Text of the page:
Dr. Stephen Henderson
I grew up in the village of Brookfield, Nova Scotia, and moved back there in 2014. I attended Acadia University and received a BA in History (1989) and a BEd (1991). After teaching at North Colchester High School in Tatamagouche for three years, I pursued graduate studies, receiving my MA (1996) and PhD (2003) from York University in Toronto. I had year-long teaching contracts at Acadia and Dalhousie, followed by a post-doctoral fellowship at the University of New Brunswick (Fredericton) before landing my dream (tenure-track) job at Acadia in 2005. My spouse works in healthcare in Truro, and our two children attend Cobequid Educational Centre and Truro Middle School.
While my research focuses on Canadian political history since the mid-19th Century, my teaching allows me to explore many other areas of the globe and eras of human activity. I love teaching Global History before and after 1500, as it allows me to learn-as-I-teach – about things as diverse as slavery, gender, colonialism, and religion. Within Canadian history, I have brought my research into the classroom in many of my courses on political history, but I also teach regularly about labour and capital, war, law, youth culture, and Indigenous history.
In my courses at the 1000- and 2000-level, I emphasize skill development over content and employ several small assignments for evaluation rather than one cumulative one. My classes work with lots of primary sources – the evidence that historians must sift – and students submit several smaller written assignments so that we can work on improving sentences and paragraphs and gain comfort with footnotes. In my 3000- and 4000-level courses, students engage in the historical debates and are encouraged to bring their own reflections to the material.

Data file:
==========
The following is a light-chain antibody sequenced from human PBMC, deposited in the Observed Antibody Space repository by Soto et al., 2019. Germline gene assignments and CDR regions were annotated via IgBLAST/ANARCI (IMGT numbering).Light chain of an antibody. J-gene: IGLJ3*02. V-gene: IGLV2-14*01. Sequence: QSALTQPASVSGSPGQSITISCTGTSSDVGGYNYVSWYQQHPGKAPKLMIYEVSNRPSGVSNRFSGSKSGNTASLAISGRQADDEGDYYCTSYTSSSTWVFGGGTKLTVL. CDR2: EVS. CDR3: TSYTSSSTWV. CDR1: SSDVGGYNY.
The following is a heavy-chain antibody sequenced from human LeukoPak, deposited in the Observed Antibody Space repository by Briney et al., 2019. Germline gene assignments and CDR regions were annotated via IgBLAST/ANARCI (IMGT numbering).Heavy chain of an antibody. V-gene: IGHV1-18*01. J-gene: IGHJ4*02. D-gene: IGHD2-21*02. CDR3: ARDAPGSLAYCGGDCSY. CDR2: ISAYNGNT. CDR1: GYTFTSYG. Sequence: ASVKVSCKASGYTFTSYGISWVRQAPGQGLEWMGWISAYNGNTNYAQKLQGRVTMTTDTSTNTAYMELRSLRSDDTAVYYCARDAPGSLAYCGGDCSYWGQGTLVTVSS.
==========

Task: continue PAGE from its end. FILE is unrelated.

I have supervised many honours students, including:
- Sacha Russo, “The ‘Year of the Apology’: Reconciliation and Official Apology in Canada,” 2019, winner of the Margaret Conrad Prize for thesis defence.
- Mercedes Peters, “A Respectable Solution to the Indian Problem: Canadian Genocidal Intent, Non-Physical Conceptions of Destruction, and the Nova Scotia Mi’kmaq, 1867-1969,” 2016, winner of the A.H. MacLean thesis prize.
- Zachary Osborne, “Queer Consequences: Homosexuality and its Penalties in the Canadian Military, 1939-1945,” 2007, co-winner of the A.H. MacLean thesis prize.
My research has focused on the connections between Canadians and their governments. My biography of Nova Scotia Premier Angus L. Macdonald (1933-40 and 1945-54) focuses on the often-fraught federal relationship – determining whether the federal or provincial governments ought to deliver a particular service (education, healthcare, infrastructure, social insurance) and what was the fairest way to collect revenue for these services. I am in the very early stages of a biography of another Nova Scotia Premier, Robert Stanfield (1956-1968), who had a more interventionist vision for the state. I am also editing the autobiography of Peter S. Hamilton (1825-1893) a journalist who promoted the idea of Confederation but failed in most of his endeavours – teacher, lawyer, gold-miner, civil servant, and politician.
I have done a good deal of editorial work, including editing the fifth volume in Acadia’s Planter Studies Series. I regularly review manuscripts for the University of Toronto Press, the University of British Columbia Press, McGill-Queen’s University Press, and the journal Acadiensis. I am on the editorial board of the Journal of the Royal Nova Scotia Historical Society.